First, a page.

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What is a Director of Photography?

Mary McMahon
Updated May 17, 2024
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A director of photography (DP) is someone who supervises the filming of movies, commercials, television series, or any other sort of filmed production. It is common to see this term and “cinematographer” used interchangeably, although this usage is not acceptable in all regions, as sometimes these jobs are actually quite distinct from each other. Essentially, the person is responsible for the look and feel of a piece on film.

Three things are necessary to become a good director of photography: training, experience, and a good eye. Many people interested in careers in cinematography go to film school, where they learn about the mechanics of the work and have an opportunity to participate in internships on set to get a feel for the work. Then, they work their way up through the ranks on set, often working in a variety of positions to learn more about the business, before finally gaining this position, in which case a good artistic eye becomes crucial.

On set, the DP supervises the camera and lighting crews, and he or she will work closely with the set designers, costumers, and makeup artists. Often, both this person and the director have final say over which cuts will be included in the finished piece, and the two work closely together to achieve the desired look. He or she will use lighting, filters, and a variety of camera techniques to shoot a scene in accordance with the wishes of the director.

A director of photography may also be involved in post-production, working with the sound and color artists to develop and reproduce the film. He or she often works closely with the editing staff as well, creating a consistent look throughout a scene, even if it was shot over the course of hours or days.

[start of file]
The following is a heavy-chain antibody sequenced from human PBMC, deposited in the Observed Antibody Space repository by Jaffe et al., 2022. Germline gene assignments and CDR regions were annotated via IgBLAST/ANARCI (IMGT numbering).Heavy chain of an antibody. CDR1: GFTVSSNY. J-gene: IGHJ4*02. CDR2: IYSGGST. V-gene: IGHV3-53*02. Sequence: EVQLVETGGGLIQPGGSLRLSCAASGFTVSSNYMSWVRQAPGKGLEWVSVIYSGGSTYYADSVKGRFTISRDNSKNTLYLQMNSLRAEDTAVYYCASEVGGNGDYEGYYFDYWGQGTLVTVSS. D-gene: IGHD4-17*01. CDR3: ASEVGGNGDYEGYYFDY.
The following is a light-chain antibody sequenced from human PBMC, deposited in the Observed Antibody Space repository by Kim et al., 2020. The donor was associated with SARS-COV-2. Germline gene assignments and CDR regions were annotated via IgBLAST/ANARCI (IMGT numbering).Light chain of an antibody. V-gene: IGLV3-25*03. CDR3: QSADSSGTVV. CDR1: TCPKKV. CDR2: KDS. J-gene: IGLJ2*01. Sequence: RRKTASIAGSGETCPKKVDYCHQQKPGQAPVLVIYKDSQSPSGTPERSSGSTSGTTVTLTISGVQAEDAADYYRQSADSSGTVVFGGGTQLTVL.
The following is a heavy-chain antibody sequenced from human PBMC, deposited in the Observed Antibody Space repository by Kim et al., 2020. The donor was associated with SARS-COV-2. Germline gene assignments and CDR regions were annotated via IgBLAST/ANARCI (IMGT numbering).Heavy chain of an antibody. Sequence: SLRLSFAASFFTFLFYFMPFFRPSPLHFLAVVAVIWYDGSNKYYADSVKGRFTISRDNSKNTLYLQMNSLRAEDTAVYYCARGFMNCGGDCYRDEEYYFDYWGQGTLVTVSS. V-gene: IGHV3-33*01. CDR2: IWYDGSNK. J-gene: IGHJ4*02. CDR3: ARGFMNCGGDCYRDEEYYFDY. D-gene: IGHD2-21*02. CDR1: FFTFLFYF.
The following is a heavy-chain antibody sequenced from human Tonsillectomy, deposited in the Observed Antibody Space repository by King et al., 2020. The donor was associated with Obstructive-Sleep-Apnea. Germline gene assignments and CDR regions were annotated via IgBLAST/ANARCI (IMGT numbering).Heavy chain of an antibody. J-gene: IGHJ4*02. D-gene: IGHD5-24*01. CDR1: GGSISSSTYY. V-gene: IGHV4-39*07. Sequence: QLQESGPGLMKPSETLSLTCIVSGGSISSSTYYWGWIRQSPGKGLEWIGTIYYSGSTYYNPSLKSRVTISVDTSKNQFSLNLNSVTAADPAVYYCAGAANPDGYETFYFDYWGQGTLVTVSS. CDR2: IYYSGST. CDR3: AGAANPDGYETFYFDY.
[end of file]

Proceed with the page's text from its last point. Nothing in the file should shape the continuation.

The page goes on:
The relationship between a DP and a director can vary. A really talented professional may require minimal direction, as he or she instinctively understands what is needed. Other directors prefer more control, and they may go as far as to specify particular settings on the camera, especially with those who are new and unfamiliar to them, to ensure that the piece turns out as they envision.

Some DPs become quite famous for producing distinctive, high quality work with incredible artistic vision, and they may be offered awards or invited to join elite societies. For people interested in cinematography careers, a chance to work or train with these leading lights in the field is a great honor.

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Mary McMahon
By Mary McMahon

Ever since she began contributing to the site several years ago, Mary has embraced the exciting challenge of being a WiseGeek researcher and writer. Mary has a liberal arts degree from Goddard College and spends her free time reading, cooking, and exploring the great outdoors.

Discussion Comments
By anon954426 — On Jun 01, 2014

William H. Clothier was the best of them all, and John Wayne's favorite one.

By anon338827 — On Jun 17, 2013

A good example of a blog that discusses what a Director of Photography does is Jeremy Osbern's blog on cinematography.

By anon333897 — On May 08, 2013

How is a DP different than a production designer?

By Apple2fan — On Jun 30, 2012

Would James Cameron be considered a director of photography?

By anon122266 — On Oct 27, 2010

Do you have books that you can recommend that could help us?

By anon109805 — On Sep 09, 2010

Joel Ransom did quite well with the Band of Brothers series, actually.

By anon105788 — On Aug 22, 2010

I've seen some good cinematography over the years and if it takes a "freemasonry" crowd to accomplish it then so be it. I don't want to join them -- just enjoy their work.

By anon37029 — On Jul 16, 2009

.."may be offered awards or invited to join elite societies.." .."a chance to work or train with these leading lights in the field is a great honor"...." good artistic eye".. whats this about a secret society, leading lights and artistic EYE? sounds like a bunch of freemasonry

By anon34499 — On Jun 23, 2009

Who are some really good Director's of Photography?

Mary McMahon
Mary McMahon

Ever since she began contributing to the site several years ago, Mary has embraced the exciting challenge of being a...

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